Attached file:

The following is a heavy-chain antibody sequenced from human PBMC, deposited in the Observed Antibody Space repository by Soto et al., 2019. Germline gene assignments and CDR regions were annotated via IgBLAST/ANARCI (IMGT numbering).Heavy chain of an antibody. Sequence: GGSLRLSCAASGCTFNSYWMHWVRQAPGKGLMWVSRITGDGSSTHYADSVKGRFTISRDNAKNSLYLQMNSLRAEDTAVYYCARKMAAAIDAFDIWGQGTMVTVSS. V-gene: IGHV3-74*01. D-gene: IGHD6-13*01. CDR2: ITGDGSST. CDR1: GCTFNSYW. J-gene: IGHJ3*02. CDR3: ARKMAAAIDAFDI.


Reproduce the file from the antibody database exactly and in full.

The following is a heavy-chain antibody sequenced from human PBMC, deposited in the Observed Antibody Space repository by Soto et al., 2019. Germline gene assignments and CDR regions were annotated via IgBLAST/ANARCI (IMGT numbering).Heavy chain of an antibody. Sequence: GGSLRLSCAASGCTFNSYWMHWVRQAPGKGLMWVSRITGDGSSTHYADSVKGRFTISRDNAKNSLYLQMNSLRAEDTAVYYCARKMAAAIDAFDIWGQGTMVTVSS. V-gene: IGHV3-74*01. D-gene: IGHD6-13*01. CDR2: ITGDGSST. CDR1: GCTFNSYW. J-gene: IGHJ3*02. CDR3: ARKMAAAIDAFDI.